Balance of Power & Ship of the Line

By Tiro

Here are two short pieces written in answer to a first line thought up by Amalasuntha for an exercise.  The line was “And then the gun went off” (yes, you can start a sentence with ‘and’ – or ‘but’, for that matter).  Since it was two short pieces but one exercise I thought I’d put them both here together.

 


Balance of Power

And then the gun went off. Atony glanced down as coloured lights flickered out, and the quiet but distinctive whine of failing electronics suddenly undermined his entire argument. He gave the weapon as sharp a shake as he dared, hoping the movement wouldn’t be too obvious. The indicators stayed resolutely dark. He looked back to the burly figures standing in the room below him. Maybe they hadn’t noticed the sudden power shift. He waved the defunct pistol as menacingly as he could.

“… So nobody better try anything, alright?” he prayed out loud.

The wreckers standing around the room looked at him as he bluffed madly from his balcony. He knew he was taking a risk: wreckers generally thought valour was the better part of valour – especially when they had the advantage of numbers and fire-power. His only chance was bravado.

It wasn’t enough. The lead man grinned, and raised his shotgun. The others followed suit. Atony dropped his pretence and threw himself down behind the parapet. But he didn’t hear gunfire. There was a moment’s pause; then a racket of swearing, thumping and rattling. Then a voice:

“What’s done thee with our’n guns, is it, boy?”


To be honest I’m not 100% sure what this one’s about. It was based on a first line that Amalasuntha gave me previously – “and then the gun went off” – which I’d originally used in Ship of the Line below. As you’ll see, the main idea was to make ‘the gun went off’ mean something other than a weapon firing. I’m not sure it worked out too well, since while I liked that basic idea, I didn’t really have much on hand to follow it up with – except to end by showing that it’s not just the main character’s weapon that’s packed up. What caused it? I dunno. Solar storm, maybe. Police turning up with an EMP emitter. Anything you like, depending on where you think the scene is set.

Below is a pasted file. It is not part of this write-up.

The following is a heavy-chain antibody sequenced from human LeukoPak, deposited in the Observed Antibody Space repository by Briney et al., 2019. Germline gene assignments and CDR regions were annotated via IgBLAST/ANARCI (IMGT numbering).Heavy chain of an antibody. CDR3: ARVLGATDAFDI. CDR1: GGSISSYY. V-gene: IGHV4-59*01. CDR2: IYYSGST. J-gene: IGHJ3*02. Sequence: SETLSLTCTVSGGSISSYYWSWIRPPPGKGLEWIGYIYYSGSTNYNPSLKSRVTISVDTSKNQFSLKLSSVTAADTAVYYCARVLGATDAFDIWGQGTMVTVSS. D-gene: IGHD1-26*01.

What I did think was interesting was the character’s name. It came into my head presumably based on ‘Antony’; but for some reason I decided to drop the ‘n’ to make it a little less familiar; and as I always do with names I make up, I googled it to ensure it didn’t have any embarrassing meanings. Turns out it means a lack or loss of muscle strength or tone. Since the scene is about a sudden loss of strength, I thought that was quite fitting. — Tiro



Ship of the Line

And then the gun went off, drowning Grover’s tirade of profanity.  The deafening crack of the discharge was followed a fraction later by the thump of the heavy weapon kicking back against its restraints.  Smoke and sparks swirled from the muzzle, chasing the iron ball out into the afternoon sunlight.  Already his men were scurrying to swab and reload the barrel and roll the cannon back into firing position, while he berated them with well-practised abuse.  Grover peered through the clearing smoke at their opponent.  The massive ship – a fourth-rate, if he was any judge – floated alongside; muffled shouts rang out between the two vessels as each crew struggled to beat the other to the next round.

Moments later, his crew stepped back and signalled once again ready to fire.  Grover grinned: he’d always said his crew were the best a gunsman could hope for, and here they proved it.  Two shots in the time it took the other ship to ready one!

“Fire!” he bellowed.  The fireman tipped the fuse, and moments later another well-aimed ball slammed into the side of their opponent’s hull, sending a shower of wooden splinters spinning down towards the hazy landscape below.

(More about Tiro)

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